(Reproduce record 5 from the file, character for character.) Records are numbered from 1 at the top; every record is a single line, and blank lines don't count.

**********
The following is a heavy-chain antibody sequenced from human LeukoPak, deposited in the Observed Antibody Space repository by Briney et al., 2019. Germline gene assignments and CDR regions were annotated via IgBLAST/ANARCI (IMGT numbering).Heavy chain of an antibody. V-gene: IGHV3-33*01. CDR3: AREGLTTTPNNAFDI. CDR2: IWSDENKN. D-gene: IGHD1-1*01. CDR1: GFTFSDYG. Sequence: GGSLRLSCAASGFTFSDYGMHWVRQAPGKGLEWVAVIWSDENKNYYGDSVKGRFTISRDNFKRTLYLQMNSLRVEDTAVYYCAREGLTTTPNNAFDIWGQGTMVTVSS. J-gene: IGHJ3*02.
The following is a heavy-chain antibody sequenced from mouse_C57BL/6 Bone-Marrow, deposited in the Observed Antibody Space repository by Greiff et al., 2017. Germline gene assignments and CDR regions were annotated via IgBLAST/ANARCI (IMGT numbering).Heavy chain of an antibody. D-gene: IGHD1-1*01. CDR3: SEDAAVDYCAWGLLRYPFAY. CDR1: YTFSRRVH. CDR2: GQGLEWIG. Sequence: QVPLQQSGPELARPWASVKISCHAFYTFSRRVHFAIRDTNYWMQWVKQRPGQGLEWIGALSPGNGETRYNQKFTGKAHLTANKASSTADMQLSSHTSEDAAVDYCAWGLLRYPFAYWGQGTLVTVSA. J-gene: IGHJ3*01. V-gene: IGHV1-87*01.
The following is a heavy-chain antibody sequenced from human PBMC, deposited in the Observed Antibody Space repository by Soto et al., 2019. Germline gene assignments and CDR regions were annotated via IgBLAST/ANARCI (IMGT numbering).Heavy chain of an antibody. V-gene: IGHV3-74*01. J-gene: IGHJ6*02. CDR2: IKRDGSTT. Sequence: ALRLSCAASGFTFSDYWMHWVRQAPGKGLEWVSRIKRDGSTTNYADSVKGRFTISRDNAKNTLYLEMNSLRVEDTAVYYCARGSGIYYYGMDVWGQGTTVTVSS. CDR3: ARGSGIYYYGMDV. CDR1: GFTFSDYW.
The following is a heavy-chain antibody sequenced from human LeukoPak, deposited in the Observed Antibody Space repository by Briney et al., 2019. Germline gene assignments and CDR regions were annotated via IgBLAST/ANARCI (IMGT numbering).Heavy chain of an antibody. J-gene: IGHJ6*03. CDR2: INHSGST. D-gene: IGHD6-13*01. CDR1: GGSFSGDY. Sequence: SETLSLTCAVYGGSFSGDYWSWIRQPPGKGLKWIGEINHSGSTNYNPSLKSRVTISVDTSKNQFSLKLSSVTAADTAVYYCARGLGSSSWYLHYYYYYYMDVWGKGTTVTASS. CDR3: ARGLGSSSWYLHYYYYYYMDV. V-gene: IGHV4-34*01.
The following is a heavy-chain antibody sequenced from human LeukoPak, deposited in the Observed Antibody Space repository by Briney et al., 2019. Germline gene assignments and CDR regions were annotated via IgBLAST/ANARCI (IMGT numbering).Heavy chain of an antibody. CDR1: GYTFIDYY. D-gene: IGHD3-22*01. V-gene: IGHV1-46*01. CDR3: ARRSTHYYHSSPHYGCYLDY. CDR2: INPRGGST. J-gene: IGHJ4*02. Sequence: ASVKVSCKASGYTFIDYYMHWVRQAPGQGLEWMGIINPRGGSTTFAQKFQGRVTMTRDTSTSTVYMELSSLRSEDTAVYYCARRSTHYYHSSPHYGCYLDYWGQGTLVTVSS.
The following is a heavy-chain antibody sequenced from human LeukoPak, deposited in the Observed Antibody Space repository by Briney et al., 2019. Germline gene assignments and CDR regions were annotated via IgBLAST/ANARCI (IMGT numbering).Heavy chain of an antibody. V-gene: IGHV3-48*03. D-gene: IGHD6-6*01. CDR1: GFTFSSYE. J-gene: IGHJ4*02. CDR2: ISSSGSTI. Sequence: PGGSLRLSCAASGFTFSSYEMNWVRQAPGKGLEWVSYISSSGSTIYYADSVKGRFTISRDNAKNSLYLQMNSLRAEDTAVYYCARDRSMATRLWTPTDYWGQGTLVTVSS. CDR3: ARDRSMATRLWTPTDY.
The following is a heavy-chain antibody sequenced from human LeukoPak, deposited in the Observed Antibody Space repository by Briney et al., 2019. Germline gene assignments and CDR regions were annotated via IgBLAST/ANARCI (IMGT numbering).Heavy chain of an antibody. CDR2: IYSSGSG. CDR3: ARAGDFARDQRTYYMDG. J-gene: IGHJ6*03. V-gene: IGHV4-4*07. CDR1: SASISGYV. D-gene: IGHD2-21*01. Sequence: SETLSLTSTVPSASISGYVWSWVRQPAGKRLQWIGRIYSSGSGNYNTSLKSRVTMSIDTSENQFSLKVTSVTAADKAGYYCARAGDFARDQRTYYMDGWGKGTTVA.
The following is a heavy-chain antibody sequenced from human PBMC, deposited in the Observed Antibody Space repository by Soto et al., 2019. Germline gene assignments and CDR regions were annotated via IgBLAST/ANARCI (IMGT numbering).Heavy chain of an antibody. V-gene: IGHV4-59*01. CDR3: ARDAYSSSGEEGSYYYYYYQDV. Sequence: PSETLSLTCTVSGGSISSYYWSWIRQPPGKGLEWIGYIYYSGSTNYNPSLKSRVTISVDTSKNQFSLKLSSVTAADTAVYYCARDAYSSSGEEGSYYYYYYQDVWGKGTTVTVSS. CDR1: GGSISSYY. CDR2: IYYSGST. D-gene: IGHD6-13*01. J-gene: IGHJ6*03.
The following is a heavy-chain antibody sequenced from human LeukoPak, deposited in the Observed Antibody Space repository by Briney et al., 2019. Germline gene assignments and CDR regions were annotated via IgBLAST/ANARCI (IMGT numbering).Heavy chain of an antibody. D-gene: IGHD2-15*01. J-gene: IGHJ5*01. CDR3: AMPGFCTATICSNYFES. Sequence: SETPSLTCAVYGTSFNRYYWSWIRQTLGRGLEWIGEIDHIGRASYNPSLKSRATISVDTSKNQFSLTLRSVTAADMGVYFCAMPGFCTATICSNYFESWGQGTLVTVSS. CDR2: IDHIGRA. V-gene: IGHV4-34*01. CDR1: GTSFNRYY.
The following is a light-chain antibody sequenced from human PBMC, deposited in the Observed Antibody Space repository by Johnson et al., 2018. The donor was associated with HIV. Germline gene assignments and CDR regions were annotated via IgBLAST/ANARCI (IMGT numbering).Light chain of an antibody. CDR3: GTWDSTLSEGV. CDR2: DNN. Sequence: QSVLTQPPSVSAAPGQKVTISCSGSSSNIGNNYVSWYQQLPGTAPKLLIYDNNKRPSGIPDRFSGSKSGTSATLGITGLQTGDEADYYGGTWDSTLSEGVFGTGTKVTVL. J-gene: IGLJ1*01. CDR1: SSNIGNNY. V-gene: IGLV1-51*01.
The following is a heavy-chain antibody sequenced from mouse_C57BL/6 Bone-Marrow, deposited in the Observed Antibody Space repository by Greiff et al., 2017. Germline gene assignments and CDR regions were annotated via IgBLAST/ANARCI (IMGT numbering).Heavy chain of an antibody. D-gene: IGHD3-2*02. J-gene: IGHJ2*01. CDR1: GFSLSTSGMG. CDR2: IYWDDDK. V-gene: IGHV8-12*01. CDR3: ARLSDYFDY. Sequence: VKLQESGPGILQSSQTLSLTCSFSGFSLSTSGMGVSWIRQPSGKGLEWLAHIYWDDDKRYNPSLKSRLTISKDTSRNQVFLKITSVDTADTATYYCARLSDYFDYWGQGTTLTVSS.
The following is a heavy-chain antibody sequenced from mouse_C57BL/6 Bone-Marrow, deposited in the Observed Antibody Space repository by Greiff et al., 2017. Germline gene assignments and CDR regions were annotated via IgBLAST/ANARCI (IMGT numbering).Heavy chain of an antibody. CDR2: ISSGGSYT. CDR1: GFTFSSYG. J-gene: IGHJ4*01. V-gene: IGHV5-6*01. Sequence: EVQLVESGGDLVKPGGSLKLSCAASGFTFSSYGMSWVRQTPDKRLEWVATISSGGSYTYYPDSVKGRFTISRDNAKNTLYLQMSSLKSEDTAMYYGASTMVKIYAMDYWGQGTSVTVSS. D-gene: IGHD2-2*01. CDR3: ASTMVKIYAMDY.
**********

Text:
The following is a heavy-chain antibody sequenced from human LeukoPak, deposited in the Observed Antibody Space repository by Briney et al., 2019. Germline gene assignments and CDR regions were annotated via IgBLAST/ANARCI (IMGT numbering).Heavy chain of an antibody. CDR1: GYTFIDYY. D-gene: IGHD3-22*01. V-gene: IGHV1-46*01. CDR3: ARRSTHYYHSSPHYGCYLDY. CDR2: INPRGGST. J-gene: IGHJ4*02. Sequence: ASVKVSCKASGYTFIDYYMHWVRQAPGQGLEWMGIINPRGGSTTFAQKFQGRVTMTRDTSTSTVYMELSSLRSEDTAVYYCARRSTHYYHSSPHYGCYLDYWGQGTLVTVSS.